Weighted blanket therapy may help individuals who struggle with stress, pain, and sensory issues. This type of therapy is often used by psychiatrists, occupational therapists, and other mental and behavioral health specialists. It can also be used in the home. Typically, weighted blankets, sometimes called gravity blankets, weigh between ten to thirty pounds. They have numerous pouches that are filled with steel, glass, or rice beads to provide weight. Patients may rest under the blankets at therapy sessions or use them for a few minutes at home after a stressful day or event. Some patients also find sleeping under a weighted blanket helps them have a better quality of sleep, fall asleep more quickly, and feel more rested. Weighted blankets are available for consumers to purchase, and they are appropriate for use for teenagers and adults. While some can be used with children, parents and caregivers must use caution and provide supervision as the weight of these blankets may be too heavy for many small children.
Over the past several decades, numerous patients have reported that weighted blanket therapy has helped them with symptom management as outlined below.
Manages Symptoms Of Autism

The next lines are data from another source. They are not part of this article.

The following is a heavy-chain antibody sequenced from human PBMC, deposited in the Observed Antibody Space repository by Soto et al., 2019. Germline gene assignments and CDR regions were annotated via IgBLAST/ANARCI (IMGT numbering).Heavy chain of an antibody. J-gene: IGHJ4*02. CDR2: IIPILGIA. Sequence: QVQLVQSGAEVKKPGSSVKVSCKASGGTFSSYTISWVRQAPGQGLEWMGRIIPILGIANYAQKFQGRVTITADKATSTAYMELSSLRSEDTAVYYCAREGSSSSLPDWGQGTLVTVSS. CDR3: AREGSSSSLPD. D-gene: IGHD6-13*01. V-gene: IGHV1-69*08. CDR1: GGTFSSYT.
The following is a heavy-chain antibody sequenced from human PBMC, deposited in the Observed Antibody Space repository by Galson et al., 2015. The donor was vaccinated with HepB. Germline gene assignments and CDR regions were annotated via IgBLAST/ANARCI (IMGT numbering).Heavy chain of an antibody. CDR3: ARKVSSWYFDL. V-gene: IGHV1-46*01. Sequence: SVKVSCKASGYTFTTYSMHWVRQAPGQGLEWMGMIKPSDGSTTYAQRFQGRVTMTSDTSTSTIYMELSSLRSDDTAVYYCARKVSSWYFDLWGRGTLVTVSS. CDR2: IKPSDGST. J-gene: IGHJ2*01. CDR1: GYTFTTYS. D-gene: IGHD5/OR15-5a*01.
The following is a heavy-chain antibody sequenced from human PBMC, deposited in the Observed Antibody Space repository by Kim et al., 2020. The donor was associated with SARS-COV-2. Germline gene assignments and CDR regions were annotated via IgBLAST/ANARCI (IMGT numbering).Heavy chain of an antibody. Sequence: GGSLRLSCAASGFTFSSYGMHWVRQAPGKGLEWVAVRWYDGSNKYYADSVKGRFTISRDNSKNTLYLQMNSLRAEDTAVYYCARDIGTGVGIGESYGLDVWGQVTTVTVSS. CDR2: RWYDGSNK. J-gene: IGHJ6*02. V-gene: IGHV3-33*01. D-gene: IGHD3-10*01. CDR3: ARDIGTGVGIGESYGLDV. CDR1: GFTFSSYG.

Autism is a medical term for a spectrum of disorders that affect social skills and communication. Patients with autism can sometimes engage in repetitive behaviors, and many of them have difficulty with sensory issues. For example, bright lights, loud noises, certain textures, and touch may be too stimulating for them and cause them to be upset. Some patients with autism also have additional health problems such as seizures, insomnia, and gastrointestinal disorders. Autism manifests itself differently in every person, and it can vary from mild to severe.
Asperger's is a mild form of the condition. More severe forms of autism can usually be diagnosed between the ages of two and three, and milder forms like Asperger's may go unrecognized until patients are adults. Autistic patients who struggle with touch and other sensations may find comfort in using a weighted blanket. Sometimes, parents of autistic children have to sleep next to them at night while they fall asleep. In doing so, they are providing their children with a form of deep pressure therapy in which gentle pressure is distributed across the child's entire body.
A weighted blanket also manages symptoms of autism by providing deep pressure therapy. Using the blanket can help make it easier for autistic patients to fall asleep on their own. Studies of autistic children have indicated that weighted blankets help them feel less anxious and more focused, leading to better school performance and enabling them to sit quietly for longer periods of time.
Next, find out what else a weighted blanket can help treat.